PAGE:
ST. LOUIS — Unfortunately for us and the next few generations of souls to come, injustice will flood the history of the United States of America. Indecision, bad judgement, or a complete lack of regard for a young woman's emotional state or putting a number on a disabled person's worth.
Lately, as in the past few years, Netflix has been hammering out quality documentaries, tales that come alive as a heightened form of cinematic pleasure, where facts meet vivid retellings and poignant interviews encapsulate the raw power of the drama.
As 2020 (finally!) makes its weary trek to the end, the movie year prepares for its moment. For Netflix, that means the big stories will shine on the small screen. A screen that stretches across the world and informs the present of what their future should look out for.
Here are the two Netflix documentaries you should be watching right now.
Larry Nassar is trash, but what this thought-provoking and deeply personal documentary proves, there were people above him that also qualify as trash.
Take Maggie Nichols for example. One of the top gymnasts in the world, she informed the USA Gymnastics committee of Nassar's actions in May of 2015, and there was finally a case 15 months later. During that time, Nassar sexually assaulted hundreds more helpless female victims. Young athletes scarred for life due to terrible action AND inaction.
Nichols is the titled character here. "Athlete A" was what Nichols was referred to in early court documents to conceal her identity. She was the first to claim Nassar had abused her. After her admission was well-known, the flood gates opened for Nassar and the committee as well. Co-directors Bonni Cohen and Jon Shenk's documentary keeps the focus on the Indianapolis Star, whose efforts and reporting helped uncover Nassar's actions. They got the case rolling.
What follows could be called the "Spotlight" take if it was a documentary about abuse at the hands of a sports doctor, and not a priest. In a nutshell, when the film isn't getting you talking and thinking, it's enraging you. Some of the things found out in this documentary-the despicable actions of Nassar, his comments, how often it went on-should just shatter you.
It proves that there are two kinds of monsters in this world: the ones who carry out the horrific crimes and the ones who continuously allow them to get away with it. As one lawyer reflects late in the film, what Nassar did to these women isn't temporary and it won't just wear off. Those people who allowed him to keep working without termination or investigation should go down next. "Athlete A" should help open a lot of minds.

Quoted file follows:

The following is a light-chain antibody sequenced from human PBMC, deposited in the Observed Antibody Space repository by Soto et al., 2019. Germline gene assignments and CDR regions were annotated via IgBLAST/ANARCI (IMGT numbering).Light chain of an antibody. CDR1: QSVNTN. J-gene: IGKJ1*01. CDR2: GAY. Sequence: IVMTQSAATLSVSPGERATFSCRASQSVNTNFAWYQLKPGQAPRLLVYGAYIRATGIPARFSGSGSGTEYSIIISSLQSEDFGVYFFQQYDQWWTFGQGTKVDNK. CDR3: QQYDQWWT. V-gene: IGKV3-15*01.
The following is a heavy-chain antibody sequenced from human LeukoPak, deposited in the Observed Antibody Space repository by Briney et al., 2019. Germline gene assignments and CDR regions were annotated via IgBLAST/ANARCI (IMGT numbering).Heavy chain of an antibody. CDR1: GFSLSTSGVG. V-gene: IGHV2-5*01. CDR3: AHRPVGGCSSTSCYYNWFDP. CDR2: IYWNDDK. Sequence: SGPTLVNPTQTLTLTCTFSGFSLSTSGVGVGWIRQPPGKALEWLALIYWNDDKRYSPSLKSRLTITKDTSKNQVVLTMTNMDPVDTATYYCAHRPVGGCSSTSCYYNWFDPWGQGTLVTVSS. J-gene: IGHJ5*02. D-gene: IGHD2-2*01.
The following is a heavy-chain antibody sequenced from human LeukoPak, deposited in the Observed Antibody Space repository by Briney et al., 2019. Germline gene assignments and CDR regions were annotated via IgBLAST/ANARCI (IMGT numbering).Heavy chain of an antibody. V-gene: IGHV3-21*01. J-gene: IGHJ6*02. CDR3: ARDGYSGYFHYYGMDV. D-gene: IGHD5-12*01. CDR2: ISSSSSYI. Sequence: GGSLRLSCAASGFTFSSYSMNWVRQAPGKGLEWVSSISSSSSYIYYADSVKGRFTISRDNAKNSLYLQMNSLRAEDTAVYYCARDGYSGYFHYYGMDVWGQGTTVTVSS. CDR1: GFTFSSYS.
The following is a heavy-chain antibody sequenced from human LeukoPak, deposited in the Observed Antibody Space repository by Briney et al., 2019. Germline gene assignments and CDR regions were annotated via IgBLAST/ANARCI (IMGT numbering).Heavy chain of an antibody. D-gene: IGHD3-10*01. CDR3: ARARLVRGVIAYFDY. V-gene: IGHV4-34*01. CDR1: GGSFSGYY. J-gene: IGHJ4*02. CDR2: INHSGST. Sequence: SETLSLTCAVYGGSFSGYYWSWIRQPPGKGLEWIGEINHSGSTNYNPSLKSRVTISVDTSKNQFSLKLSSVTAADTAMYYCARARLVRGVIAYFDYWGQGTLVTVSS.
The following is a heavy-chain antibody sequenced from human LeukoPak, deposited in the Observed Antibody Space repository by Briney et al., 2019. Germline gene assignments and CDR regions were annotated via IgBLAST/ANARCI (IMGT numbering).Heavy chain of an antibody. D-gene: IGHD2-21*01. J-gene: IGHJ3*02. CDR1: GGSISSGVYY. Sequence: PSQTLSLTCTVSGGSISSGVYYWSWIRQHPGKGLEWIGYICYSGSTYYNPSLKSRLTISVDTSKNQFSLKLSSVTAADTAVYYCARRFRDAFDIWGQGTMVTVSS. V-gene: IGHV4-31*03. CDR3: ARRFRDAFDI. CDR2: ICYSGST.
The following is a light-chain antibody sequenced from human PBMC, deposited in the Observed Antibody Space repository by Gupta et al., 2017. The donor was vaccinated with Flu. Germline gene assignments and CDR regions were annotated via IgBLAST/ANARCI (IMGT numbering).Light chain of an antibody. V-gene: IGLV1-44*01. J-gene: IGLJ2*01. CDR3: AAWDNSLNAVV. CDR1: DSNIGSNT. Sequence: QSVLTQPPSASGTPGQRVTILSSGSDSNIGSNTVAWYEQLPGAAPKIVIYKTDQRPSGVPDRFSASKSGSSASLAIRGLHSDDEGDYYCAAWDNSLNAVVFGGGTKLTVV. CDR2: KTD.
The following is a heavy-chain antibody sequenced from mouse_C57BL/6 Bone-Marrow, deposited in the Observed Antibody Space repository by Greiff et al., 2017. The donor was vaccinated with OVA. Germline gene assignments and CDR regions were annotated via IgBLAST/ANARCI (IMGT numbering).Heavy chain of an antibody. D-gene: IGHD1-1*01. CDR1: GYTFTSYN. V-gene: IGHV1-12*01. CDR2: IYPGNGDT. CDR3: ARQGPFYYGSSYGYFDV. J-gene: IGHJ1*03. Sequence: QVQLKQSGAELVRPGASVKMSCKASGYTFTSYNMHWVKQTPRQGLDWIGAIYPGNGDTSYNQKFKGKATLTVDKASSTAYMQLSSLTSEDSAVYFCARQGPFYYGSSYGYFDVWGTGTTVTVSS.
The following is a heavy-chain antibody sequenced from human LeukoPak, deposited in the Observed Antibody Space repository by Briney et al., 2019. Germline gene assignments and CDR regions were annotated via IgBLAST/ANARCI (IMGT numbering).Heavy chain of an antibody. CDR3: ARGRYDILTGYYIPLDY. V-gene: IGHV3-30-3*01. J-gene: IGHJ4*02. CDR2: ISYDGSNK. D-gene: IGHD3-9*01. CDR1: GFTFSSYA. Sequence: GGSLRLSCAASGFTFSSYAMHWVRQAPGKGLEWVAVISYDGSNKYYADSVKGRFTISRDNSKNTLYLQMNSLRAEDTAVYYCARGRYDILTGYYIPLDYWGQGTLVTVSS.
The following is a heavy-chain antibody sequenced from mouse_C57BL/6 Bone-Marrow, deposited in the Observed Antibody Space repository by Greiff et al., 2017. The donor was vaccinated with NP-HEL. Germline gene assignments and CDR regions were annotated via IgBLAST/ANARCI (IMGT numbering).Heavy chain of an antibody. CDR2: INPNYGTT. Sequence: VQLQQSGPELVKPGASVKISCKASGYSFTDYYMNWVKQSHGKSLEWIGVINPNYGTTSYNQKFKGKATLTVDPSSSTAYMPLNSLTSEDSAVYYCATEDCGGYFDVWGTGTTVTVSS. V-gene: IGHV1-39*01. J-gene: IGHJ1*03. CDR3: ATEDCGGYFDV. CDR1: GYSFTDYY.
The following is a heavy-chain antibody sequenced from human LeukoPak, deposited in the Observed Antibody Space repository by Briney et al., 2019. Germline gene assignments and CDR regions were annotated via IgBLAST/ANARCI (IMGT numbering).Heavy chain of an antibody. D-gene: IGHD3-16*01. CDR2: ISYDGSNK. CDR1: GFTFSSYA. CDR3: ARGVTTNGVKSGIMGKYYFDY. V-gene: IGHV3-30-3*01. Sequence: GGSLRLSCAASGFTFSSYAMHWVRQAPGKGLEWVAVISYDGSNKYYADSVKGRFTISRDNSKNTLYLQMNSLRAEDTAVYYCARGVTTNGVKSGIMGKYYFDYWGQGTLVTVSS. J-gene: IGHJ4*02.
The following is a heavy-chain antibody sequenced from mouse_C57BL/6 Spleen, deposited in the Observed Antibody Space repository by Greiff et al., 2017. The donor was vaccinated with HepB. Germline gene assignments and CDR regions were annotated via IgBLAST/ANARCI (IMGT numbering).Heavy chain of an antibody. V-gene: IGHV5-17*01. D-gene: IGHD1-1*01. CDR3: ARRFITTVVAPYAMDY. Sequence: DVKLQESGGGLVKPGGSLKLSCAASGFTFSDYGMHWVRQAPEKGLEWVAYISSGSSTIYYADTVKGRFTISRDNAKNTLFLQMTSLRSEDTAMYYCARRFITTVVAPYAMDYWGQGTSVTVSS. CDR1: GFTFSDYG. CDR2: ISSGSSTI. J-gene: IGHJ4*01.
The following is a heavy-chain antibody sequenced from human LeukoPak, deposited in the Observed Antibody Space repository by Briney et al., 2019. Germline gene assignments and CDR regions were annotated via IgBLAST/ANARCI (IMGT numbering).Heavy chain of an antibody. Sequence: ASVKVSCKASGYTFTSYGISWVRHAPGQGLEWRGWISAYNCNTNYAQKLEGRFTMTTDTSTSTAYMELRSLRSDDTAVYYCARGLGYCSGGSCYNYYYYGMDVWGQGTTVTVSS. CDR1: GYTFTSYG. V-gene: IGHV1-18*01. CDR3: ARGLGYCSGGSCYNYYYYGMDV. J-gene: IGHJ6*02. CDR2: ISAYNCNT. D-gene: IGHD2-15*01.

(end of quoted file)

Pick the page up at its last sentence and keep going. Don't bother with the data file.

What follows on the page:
Someone should have to answer for the fact that coming forward to expose Nassar cost Nichols her USA Gymnastics career.
Proclaimed "The Disability Revolution," this heartwarming story proves that injustice comes in many forms.
Imagine being handicapped, something that often hits a person at birth out of their control, and told you have to live by a different set of laws than the more fortunate. Imagine being segregated for it. It wasn't for your actions or hate, but because you were different. Camp Jened changed that.
Dubbed "for the handicapped," the camp was the island for misfit toys to be themselves and escape institutionalization. It brought together wonderful souls like Jim LeBrecht, Ann Cupolo Freeman, Sheldon Key, and Judith Heumann. Neil Jacobson just wanted to be a dad, and the camp was the place that helped him understand he had ever right to be one.
Heumann helped the group take action in Washington, leading the charge in the Supreme Court to create more equality for the disabled. It gave them the power that should have been there at birth. This documentary sneaks up on you, grabbing your interest with music and history, but keeping it with the candid footage of souls, both young and old, asking for acceptance.
It hits hard in all the right spots, just like "Athlete A."
Both are currently available on Netflix.